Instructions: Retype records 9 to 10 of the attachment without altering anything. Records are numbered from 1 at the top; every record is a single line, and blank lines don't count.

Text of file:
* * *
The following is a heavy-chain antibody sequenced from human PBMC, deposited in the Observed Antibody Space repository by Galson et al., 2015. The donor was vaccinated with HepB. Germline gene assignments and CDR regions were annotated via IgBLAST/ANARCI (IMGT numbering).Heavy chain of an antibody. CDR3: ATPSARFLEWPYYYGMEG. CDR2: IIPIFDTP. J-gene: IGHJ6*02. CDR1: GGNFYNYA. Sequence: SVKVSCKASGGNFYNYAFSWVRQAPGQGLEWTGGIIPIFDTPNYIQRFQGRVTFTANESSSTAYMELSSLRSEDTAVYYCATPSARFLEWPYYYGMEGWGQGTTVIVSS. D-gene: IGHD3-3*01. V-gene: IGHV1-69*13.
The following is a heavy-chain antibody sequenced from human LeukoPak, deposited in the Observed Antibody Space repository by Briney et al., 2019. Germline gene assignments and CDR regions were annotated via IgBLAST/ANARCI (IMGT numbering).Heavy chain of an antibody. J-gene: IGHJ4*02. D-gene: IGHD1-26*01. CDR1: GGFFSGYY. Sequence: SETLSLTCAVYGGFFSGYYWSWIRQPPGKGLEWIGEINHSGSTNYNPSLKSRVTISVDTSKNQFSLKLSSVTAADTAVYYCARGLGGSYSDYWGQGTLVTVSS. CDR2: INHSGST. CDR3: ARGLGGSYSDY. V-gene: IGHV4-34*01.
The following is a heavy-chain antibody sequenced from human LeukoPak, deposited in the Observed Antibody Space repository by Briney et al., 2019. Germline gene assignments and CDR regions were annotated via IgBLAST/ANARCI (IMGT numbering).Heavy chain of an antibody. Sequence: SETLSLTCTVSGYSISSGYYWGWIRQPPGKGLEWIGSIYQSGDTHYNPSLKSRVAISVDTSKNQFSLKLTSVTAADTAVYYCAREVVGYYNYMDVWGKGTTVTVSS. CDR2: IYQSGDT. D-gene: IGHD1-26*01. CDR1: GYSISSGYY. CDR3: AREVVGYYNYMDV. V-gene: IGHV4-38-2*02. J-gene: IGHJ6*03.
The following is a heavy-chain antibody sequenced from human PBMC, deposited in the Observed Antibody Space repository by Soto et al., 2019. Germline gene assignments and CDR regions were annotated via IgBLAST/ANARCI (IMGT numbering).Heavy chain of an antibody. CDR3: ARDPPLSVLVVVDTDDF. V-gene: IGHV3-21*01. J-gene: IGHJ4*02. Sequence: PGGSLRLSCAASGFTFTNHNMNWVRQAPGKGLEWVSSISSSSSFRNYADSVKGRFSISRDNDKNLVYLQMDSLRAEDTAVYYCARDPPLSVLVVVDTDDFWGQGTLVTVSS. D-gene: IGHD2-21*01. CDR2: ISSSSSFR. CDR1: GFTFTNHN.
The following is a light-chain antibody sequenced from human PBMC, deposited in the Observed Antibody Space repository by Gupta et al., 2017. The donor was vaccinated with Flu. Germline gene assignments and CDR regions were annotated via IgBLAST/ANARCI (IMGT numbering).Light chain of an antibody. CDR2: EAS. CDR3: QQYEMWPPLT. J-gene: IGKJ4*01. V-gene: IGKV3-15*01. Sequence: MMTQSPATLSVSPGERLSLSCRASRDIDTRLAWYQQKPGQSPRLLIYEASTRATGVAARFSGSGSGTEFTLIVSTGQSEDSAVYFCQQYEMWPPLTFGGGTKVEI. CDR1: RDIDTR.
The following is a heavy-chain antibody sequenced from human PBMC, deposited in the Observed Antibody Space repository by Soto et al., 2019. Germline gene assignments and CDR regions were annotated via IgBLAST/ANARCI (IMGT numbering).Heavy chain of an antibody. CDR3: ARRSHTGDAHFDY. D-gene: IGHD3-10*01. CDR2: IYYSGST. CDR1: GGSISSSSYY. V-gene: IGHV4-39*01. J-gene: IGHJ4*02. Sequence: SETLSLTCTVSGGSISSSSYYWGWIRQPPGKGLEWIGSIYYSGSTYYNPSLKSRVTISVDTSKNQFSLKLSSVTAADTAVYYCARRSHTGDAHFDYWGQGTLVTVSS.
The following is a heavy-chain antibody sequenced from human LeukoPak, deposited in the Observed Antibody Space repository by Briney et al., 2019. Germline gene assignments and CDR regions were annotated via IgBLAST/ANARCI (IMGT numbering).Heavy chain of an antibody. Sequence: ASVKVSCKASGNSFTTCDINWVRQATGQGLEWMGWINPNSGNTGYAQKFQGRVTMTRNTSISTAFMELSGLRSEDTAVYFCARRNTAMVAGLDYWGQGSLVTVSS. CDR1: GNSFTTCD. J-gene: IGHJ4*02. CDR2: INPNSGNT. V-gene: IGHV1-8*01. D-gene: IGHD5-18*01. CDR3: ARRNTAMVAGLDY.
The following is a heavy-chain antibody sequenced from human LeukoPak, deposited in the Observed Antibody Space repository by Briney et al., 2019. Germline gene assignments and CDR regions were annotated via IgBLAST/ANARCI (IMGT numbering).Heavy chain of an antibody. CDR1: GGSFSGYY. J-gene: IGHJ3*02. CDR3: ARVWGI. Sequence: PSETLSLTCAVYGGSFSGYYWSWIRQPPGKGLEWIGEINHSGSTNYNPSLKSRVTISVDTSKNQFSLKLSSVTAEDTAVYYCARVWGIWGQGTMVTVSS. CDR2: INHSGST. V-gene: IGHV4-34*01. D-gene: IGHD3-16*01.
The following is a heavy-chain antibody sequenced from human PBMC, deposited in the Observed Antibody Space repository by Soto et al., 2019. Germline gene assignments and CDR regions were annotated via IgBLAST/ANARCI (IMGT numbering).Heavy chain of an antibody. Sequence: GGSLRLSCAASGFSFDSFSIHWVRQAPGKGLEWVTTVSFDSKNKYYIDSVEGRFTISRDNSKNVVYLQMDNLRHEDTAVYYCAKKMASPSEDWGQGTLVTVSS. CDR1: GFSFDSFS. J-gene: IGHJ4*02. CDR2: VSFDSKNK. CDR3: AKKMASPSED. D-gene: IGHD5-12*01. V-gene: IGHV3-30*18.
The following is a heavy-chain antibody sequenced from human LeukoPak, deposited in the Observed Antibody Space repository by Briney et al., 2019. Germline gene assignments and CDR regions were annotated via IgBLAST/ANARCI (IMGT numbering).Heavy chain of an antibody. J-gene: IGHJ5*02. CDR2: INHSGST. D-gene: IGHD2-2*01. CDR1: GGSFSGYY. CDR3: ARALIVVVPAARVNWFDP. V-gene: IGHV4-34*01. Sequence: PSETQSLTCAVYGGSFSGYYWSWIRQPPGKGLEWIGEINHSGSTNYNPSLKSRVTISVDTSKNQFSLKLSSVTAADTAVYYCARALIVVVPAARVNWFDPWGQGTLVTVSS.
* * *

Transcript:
The following is a heavy-chain antibody sequenced from human PBMC, deposited in the Observed Antibody Space repository by Soto et al., 2019. Germline gene assignments and CDR regions were annotated via IgBLAST/ANARCI (IMGT numbering).Heavy chain of an antibody. Sequence: GGSLRLSCAASGFSFDSFSIHWVRQAPGKGLEWVTTVSFDSKNKYYIDSVEGRFTISRDNSKNVVYLQMDNLRHEDTAVYYCAKKMASPSEDWGQGTLVTVSS. CDR1: GFSFDSFS. J-gene: IGHJ4*02. CDR2: VSFDSKNK. CDR3: AKKMASPSED. D-gene: IGHD5-12*01. V-gene: IGHV3-30*18.
The following is a heavy-chain antibody sequenced from human LeukoPak, deposited in the Observed Antibody Space repository by Briney et al., 2019. Germline gene assignments and CDR regions were annotated via IgBLAST/ANARCI (IMGT numbering).Heavy chain of an antibody. J-gene: IGHJ5*02. CDR2: INHSGST. D-gene: IGHD2-2*01. CDR1: GGSFSGYY. CDR3: ARALIVVVPAARVNWFDP. V-gene: IGHV4-34*01. Sequence: PSETQSLTCAVYGGSFSGYYWSWIRQPPGKGLEWIGEINHSGSTNYNPSLKSRVTISVDTSKNQFSLKLSSVTAADTAVYYCARALIVVVPAARVNWFDPWGQGTLVTVSS.